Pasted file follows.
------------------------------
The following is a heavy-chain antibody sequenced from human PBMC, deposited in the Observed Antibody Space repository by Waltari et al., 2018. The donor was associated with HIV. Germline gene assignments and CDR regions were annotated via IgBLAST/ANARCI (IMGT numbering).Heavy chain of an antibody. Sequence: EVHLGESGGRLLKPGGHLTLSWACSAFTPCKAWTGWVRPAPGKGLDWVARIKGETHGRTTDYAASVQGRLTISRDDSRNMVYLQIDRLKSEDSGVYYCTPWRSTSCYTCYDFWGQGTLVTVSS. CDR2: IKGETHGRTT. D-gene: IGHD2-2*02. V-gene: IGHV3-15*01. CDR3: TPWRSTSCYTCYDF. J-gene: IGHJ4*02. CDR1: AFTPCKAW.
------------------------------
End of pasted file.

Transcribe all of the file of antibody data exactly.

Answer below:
The following is a heavy-chain antibody sequenced from human PBMC, deposited in the Observed Antibody Space repository by Waltari et al., 2018. The donor was associated with HIV. Germline gene assignments and CDR regions were annotated via IgBLAST/ANARCI (IMGT numbering).Heavy chain of an antibody. Sequence: EVHLGESGGRLLKPGGHLTLSWACSAFTPCKAWTGWVRPAPGKGLDWVARIKGETHGRTTDYAASVQGRLTISRDDSRNMVYLQIDRLKSEDSGVYYCTPWRSTSCYTCYDFWGQGTLVTVSS. CDR2: IKGETHGRTT. D-gene: IGHD2-2*02. V-gene: IGHV3-15*01. CDR3: TPWRSTSCYTCYDF. J-gene: IGHJ4*02. CDR1: AFTPCKAW.